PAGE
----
• Step 4: Device A starts to poll for notification identified by the ID.
    • Step 5: At a later time, when an event corresponding to the request ID occurs on Server S, for each and every listener that has successfully subscribed to the event, the server S establishes a SAL connection using the listener information. The server S then uses the connection to send a notification to the gateway G. The notification message also includes the ID, the user name of the subscriber, and the cookie.
    • Step 6: Upon receiving the notification, Gateway G uses the ID and the user name to fetch the cookie from its database and compares the cookie with the cookie passed in the message. If they are different, gateway G discards the notification. Otherwise, gateway G updates the state corresponding to ID to indicate that a new notification for this type of events has been received. When the device polls afterwards, it will get and process the notification.
Scheme 5

This scheme (message signing) uses a SAL for subscription. A notification is signed by the sender using its private key. The signed notification is sent using indirect link, such as email or direct link, such as HTTP. The receiver verifies the signature using the sender's public key which can be obtained from a trusted CA (Certification Authority), such as Verisign. In the rest of this section, email is used to explain the scheme. If HTTP is used, replacing the word email by the word HTTP would be sufficient to explain the alternative embodiment to one or ordinary skill in the art.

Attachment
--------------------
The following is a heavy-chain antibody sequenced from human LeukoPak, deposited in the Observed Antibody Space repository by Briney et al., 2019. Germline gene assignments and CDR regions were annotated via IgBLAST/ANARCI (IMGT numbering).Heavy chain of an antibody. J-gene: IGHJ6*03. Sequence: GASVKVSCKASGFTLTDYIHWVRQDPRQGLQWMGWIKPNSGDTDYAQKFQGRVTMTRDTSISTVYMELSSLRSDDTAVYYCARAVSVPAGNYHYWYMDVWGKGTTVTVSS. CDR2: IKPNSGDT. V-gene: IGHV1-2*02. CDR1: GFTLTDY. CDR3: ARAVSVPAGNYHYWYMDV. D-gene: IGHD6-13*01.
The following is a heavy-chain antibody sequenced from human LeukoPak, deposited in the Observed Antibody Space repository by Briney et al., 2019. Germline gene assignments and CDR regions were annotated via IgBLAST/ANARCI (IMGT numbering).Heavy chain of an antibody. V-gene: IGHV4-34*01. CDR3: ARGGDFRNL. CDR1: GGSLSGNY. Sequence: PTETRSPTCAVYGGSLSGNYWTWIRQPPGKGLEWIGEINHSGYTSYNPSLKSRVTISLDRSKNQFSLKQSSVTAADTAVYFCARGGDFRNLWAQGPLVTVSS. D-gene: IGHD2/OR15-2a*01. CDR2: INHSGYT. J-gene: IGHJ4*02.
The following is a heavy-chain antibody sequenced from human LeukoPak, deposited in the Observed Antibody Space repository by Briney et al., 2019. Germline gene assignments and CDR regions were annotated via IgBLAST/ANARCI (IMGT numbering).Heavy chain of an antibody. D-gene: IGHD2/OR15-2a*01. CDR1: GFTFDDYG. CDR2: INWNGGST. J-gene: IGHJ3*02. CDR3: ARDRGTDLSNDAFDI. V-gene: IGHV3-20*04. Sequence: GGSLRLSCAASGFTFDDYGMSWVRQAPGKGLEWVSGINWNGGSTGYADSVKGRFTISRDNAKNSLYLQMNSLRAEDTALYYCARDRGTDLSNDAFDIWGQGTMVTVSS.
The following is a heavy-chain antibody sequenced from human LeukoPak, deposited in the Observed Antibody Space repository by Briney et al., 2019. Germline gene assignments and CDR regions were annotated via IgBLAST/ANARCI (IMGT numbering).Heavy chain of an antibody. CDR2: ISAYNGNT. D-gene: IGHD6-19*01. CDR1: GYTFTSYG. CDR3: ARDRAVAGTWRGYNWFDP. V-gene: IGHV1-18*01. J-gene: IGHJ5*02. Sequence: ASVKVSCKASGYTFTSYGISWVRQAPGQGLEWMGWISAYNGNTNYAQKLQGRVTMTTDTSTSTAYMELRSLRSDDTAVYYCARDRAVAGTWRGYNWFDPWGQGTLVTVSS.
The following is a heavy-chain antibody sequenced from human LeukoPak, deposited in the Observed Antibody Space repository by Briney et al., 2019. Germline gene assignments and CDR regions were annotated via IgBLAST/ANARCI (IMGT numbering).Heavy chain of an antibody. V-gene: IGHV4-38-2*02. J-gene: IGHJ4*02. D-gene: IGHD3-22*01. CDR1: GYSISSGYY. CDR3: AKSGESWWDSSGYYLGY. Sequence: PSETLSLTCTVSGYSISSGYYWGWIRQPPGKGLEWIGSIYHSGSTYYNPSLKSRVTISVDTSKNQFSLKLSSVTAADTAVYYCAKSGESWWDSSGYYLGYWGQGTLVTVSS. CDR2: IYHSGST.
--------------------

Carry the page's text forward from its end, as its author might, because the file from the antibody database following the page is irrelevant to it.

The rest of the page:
As shown by example system 700 in FIG. 7 below, in the simplest case, this embodiment involves a home with a device A (702), a server S (704) which may be remotely linked through the Internet, a first email server El (706) which may be linked to Server S via either a LAN or the Internet, and a second email server E2 (708) which may be linked to Device A via either a LAN or the Internet. Either or both of the email servers can belong to any service providers, enterprise, or homes. This embodiment includes the following steps 1-7 shown in FIG. 7:

    • Step 1: Device A uses a SAL to send a request to subscribe a service from Server S on the Internet. Included in the request, the device A also sends a request ID and listener information. The request ID identifies the requested event type and the listener information tells the server S where to send notifications. An example of the request ID is an integer, and an example of listener information is the email address of Device A whose email is served by the email server E2.